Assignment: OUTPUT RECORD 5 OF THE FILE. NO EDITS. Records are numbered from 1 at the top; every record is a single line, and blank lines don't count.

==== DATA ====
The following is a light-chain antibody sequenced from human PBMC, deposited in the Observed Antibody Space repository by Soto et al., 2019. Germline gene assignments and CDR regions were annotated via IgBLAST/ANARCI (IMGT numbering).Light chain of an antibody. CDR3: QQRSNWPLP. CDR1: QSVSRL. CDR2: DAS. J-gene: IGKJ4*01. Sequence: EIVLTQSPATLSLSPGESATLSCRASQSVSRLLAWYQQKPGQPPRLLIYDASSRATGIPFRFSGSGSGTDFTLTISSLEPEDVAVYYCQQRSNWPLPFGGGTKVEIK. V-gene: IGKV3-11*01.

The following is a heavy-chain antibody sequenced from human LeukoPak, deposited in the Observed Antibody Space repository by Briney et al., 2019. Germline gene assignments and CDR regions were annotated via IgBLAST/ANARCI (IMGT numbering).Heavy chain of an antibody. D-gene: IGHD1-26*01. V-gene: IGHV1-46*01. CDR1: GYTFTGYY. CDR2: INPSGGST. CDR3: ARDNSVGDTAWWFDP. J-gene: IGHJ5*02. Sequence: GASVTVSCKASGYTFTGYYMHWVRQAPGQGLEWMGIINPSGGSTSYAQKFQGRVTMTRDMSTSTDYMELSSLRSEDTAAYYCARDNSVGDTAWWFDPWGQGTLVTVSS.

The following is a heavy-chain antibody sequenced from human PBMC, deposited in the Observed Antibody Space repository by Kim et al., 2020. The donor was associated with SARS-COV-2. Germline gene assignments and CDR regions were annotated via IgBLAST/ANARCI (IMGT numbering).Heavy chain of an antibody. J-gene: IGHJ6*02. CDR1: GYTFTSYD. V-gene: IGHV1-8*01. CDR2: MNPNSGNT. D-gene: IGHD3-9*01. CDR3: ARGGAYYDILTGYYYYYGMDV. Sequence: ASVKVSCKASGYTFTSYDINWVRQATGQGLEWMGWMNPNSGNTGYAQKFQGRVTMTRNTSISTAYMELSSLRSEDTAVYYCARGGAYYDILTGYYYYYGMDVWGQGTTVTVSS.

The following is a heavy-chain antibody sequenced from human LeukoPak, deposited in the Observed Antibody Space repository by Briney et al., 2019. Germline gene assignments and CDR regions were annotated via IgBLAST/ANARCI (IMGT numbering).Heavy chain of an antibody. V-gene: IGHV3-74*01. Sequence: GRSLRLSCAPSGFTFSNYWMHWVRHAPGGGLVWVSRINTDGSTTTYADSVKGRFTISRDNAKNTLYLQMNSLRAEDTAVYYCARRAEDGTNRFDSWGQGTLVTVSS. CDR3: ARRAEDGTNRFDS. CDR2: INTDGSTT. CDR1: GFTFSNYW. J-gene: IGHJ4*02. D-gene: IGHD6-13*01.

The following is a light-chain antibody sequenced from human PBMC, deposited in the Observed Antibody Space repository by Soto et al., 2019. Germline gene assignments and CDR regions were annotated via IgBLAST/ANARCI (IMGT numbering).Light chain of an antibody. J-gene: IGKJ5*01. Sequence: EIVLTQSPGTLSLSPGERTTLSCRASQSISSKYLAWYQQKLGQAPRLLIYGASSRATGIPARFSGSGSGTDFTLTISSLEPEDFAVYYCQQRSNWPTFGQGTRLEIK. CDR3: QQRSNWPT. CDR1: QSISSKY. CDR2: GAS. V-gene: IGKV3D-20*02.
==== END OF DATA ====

The following is a light-chain antibody sequenced from human PBMC, deposited in the Observed Antibody Space repository by Soto et al., 2019. Germline gene assignments and CDR regions were annotated via IgBLAST/ANARCI (IMGT numbering).Light chain of an antibody. J-gene: IGKJ5*01. Sequence: EIVLTQSPGTLSLSPGERTTLSCRASQSISSKYLAWYQQKLGQAPRLLIYGASSRATGIPARFSGSGSGTDFTLTISSLEPEDFAVYYCQQRSNWPTFGQGTRLEIK. CDR3: QQRSNWPT. CDR1: QSISSKY. CDR2: GAS. V-gene: IGKV3D-20*02.